Larry Johnson

Larry Johnson by Katherine Satorius

Hammer Museum, Los Angeles CA

June 21 – September 6, 2009

Originally published in ArtUS 27

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The Hammer Museum’s comprehensive survey of Larry Johnson’s career to date, curated by Russell Ferguson, makes a strong argument for Johnson’s inclusion in the pantheon of iconic L.A. artists. It begins with the 1984 work that brought Johnson to prominence—a series of small photographs depicting celebrities’ names floating in a fake sky (Movie Stars on Clouds)—and proceeds via casual chronology, ending more or less with a 2009 photo depicting a hasty sketch of an Emmy award in an anonymous window (Achievement: SW Corner, Glendale + Silverlake Blvds). The 50-odd works in between are tightly related in theme and identical in medium: color photographs Johnson made using techniques he gleaned from a day job producing television graphics and later crafted through digital manipulation, for an appearance as utterly handless as advertisements. All are untitled, identified by brief parenthetical descriptions.

Central to many works is the concept of packaging—at times literally, as in The Perfect Mensa Man and Why Say High School? (both 1994), which borrow the multicolor stripe motif designer Paul Rand (1914-96) created for the boxes housing IBM’s first personal computers—but more often figuratively, drawing on the slick, cunning packages of language and design engineered, in the era of mass communications, to slide straight into a consumer’s unconscious. Invoking the names of famous people, who function as universal shorthand for various character traits and fragments of cultural narrative, provides a similarly direct route to mass numbers of minds. Johnson’s images constantly exhort us to focus not just on content but on its wrappings: the lettering in many works changes colors randomly, at times nearly blending into the background. Even as we read, our attention gets forced back continually to the surface of the words.

Johnson was born in the postwar “instant city” of Lakewood and has lived in L.A.’s Koreatown for over two decades. In his images, the city—particularly gay Hollywood of the 1980s and ’90s and specifically the hustler turf of Santa Monica Boulevard—is omnipresent. Hustler figures, with their seductive, solicitous, insinuating language, are objects of fascination for Johnson: “I honestly believe my work is different for gay men of my generation than it is for other people,” he has said. Indeed, camp figures like Marilyn Monroe and Judy Garland, the Kennedys, certain restaurants, bars and intersections, and gay porn stars Leo Ford and John Sex all make appearances in his photographs. Many of his appropriated and invented narratives dating from the last two decades have an undercurrent of death.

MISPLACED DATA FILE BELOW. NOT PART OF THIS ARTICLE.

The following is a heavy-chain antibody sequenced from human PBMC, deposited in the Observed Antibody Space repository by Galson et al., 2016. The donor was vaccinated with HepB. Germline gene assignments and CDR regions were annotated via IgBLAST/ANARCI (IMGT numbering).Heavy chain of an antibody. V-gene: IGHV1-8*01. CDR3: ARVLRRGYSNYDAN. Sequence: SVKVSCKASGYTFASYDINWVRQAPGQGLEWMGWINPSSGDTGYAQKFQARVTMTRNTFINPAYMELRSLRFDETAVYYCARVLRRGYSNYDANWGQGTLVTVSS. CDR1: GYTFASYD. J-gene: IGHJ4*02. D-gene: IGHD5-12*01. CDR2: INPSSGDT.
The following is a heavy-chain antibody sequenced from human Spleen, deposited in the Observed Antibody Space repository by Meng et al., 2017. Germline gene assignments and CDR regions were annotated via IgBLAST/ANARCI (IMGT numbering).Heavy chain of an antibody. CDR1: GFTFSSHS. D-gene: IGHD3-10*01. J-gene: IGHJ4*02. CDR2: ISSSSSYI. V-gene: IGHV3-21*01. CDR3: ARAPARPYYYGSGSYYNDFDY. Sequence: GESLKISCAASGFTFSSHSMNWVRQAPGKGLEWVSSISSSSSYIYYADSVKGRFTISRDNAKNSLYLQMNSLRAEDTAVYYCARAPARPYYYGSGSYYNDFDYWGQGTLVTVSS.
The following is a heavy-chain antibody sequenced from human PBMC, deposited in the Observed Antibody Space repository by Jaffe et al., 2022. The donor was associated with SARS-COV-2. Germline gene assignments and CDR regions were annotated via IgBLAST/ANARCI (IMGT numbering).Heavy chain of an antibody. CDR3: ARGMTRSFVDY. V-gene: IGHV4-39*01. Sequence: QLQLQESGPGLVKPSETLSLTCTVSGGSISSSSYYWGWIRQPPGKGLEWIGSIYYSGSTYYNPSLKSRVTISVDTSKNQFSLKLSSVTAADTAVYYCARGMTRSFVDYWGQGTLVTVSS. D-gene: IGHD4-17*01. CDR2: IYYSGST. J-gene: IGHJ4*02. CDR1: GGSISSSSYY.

The show’s centerpiece is a large gallery hung with ten of Johnson’s “winter landscape” works (1990-92). Whereas earlier photographs displayed text on solid backgrounds, here panels are stuck into desolate snow scenes as if waiting for wanderers to stumble across them. In contrast to previous blurbs lifted out of media sources like TV Guide and celebrity bios, these texts—snippets of confessions, testimonials and rants—are largely Johnson’s fictions. The surrounding cartoon winters seem colored by pathetic fallacies: double mountain peaks rise behind a story about twins; spiky branches converge around musings on the Manson Family killings—the world as viewed through warped first-person lenses. Behind the photographs, the gallery wall acts like a field of snow, ringing the viewer into this echo chamber of needy, disembodied voices. Despite the affected coziness of their phrasing, greased with easy-to-swallow clichés, and the warm colors of the placards bearing their messages, the texts often betray a vacuity that matches the barren scenery. At once tragic and affectless, these thorny images might also be read as metaphors for Los Angeles and its culture of fame, which tends toward a strange mixture of exhibitionism and isolation.

Given his habit of “exposing” the machinery of language and aesthetics, it may seem that Johnson has cast himself in the role of benevolent unmasker of truth, but the reality is more complicated. Johnson uses the devices he critiques to his own benefit: we’re drawn to his candy-colored images as surely as we’re reeled in by advertisements and are easily hooked by his fast-talking, hedging, wheedling narrators. Most of his designs, which, like advertising, liberally co-opt ideas from past art, are crafted to captivate our eyes. Land w/o Bread (1999-2000), which borrows the characters of a donkey and goat from the Luis Buñuel film of the same title, is a four-part work in which two panels are partially obscured by the artist’s fingers interfering with the camera lens. What seems like a revelatory gesture—the hand behind these handless photographs brought into plain sight—is also a demonstration of the artist’s power to meddle and hide things from view. Similarly, in a series of photos from 2007 in which Johnson’s pencil penetrates various orifices of pencil-drawn cartoon creatures—a kangaroo, an ass, a giraffe—an outward display of puncturing illusion serves also to heighten it, by endowing the cartoons with an even more illusory interior dimension. And far from vilifying the master genius behind some of the most powerful commercial design of the twentieth century, Johnson reveres Paul Rand; the exhibition even opens, fittingly, with a short video piece paying homage to Rand’s typographical work, Paul Rand’s Women, 1948 (1984). The dynamic between hustler and john, like that between advertiser and consumer, salesman and sap, even artist and viewer, in Johnson’s work is nothing if not mutually parasitic. The donkey in Ass (2007) grins helplessly, lifting his tail for the eraser that threatens to undo him: obviously, despite the prospect of negation, the creature likes it.